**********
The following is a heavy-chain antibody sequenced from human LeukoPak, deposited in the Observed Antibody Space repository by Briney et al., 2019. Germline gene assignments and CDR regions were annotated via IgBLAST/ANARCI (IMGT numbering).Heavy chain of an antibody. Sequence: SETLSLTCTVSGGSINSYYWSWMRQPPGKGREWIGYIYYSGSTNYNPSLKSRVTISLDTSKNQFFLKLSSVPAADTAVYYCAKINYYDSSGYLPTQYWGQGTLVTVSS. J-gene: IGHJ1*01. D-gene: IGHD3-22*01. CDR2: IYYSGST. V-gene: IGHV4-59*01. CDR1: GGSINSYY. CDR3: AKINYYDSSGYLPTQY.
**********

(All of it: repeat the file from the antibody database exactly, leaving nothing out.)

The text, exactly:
The following is a heavy-chain antibody sequenced from human LeukoPak, deposited in the Observed Antibody Space repository by Briney et al., 2019. Germline gene assignments and CDR regions were annotated via IgBLAST/ANARCI (IMGT numbering).Heavy chain of an antibody. Sequence: SETLSLTCTVSGGSINSYYWSWMRQPPGKGREWIGYIYYSGSTNYNPSLKSRVTISLDTSKNQFFLKLSSVPAADTAVYYCAKINYYDSSGYLPTQYWGQGTLVTVSS. J-gene: IGHJ1*01. D-gene: IGHD3-22*01. CDR2: IYYSGST. V-gene: IGHV4-59*01. CDR1: GGSINSYY. CDR3: AKINYYDSSGYLPTQY.